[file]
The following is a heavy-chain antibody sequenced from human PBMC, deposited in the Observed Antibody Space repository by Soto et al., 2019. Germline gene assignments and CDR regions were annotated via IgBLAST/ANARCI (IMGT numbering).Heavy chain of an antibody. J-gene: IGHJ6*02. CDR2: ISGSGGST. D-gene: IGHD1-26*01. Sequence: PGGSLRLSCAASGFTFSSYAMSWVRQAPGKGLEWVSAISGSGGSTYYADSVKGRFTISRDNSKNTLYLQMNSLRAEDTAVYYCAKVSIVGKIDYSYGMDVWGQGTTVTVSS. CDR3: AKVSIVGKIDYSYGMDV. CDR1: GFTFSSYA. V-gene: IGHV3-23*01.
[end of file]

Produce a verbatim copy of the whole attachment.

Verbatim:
The following is a heavy-chain antibody sequenced from human PBMC, deposited in the Observed Antibody Space repository by Soto et al., 2019. Germline gene assignments and CDR regions were annotated via IgBLAST/ANARCI (IMGT numbering).Heavy chain of an antibody. J-gene: IGHJ6*02. CDR2: ISGSGGST. D-gene: IGHD1-26*01. Sequence: PGGSLRLSCAASGFTFSSYAMSWVRQAPGKGLEWVSAISGSGGSTYYADSVKGRFTISRDNSKNTLYLQMNSLRAEDTAVYYCAKVSIVGKIDYSYGMDVWGQGTTVTVSS. CDR3: AKVSIVGKIDYSYGMDV. CDR1: GFTFSSYA. V-gene: IGHV3-23*01.